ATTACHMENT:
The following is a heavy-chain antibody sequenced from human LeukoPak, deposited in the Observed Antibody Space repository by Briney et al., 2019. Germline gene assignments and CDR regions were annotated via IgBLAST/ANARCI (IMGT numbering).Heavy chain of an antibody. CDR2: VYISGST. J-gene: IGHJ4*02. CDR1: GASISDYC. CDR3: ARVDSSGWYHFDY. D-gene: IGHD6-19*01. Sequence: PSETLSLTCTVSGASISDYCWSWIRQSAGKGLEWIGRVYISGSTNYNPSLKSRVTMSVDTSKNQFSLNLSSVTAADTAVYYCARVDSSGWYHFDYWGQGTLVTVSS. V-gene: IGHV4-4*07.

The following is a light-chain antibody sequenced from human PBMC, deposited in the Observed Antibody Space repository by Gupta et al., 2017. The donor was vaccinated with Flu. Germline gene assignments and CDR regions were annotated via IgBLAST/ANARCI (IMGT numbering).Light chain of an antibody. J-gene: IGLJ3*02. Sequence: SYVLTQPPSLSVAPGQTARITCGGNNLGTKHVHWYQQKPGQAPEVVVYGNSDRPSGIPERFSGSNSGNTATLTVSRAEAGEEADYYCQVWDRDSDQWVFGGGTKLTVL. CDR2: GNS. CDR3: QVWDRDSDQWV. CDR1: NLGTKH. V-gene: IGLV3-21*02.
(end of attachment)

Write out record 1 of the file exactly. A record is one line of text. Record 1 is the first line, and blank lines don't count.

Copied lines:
The following is a heavy-chain antibody sequenced from human LeukoPak, deposited in the Observed Antibody Space repository by Briney et al., 2019. Germline gene assignments and CDR regions were annotated via IgBLAST/ANARCI (IMGT numbering).Heavy chain of an antibody. CDR2: VYISGST. J-gene: IGHJ4*02. CDR1: GASISDYC. CDR3: ARVDSSGWYHFDY. D-gene: IGHD6-19*01. Sequence: PSETLSLTCTVSGASISDYCWSWIRQSAGKGLEWIGRVYISGSTNYNPSLKSRVTMSVDTSKNQFSLNLSSVTAADTAVYYCARVDSSGWYHFDYWGQGTLVTVSS. V-gene: IGHV4-4*07.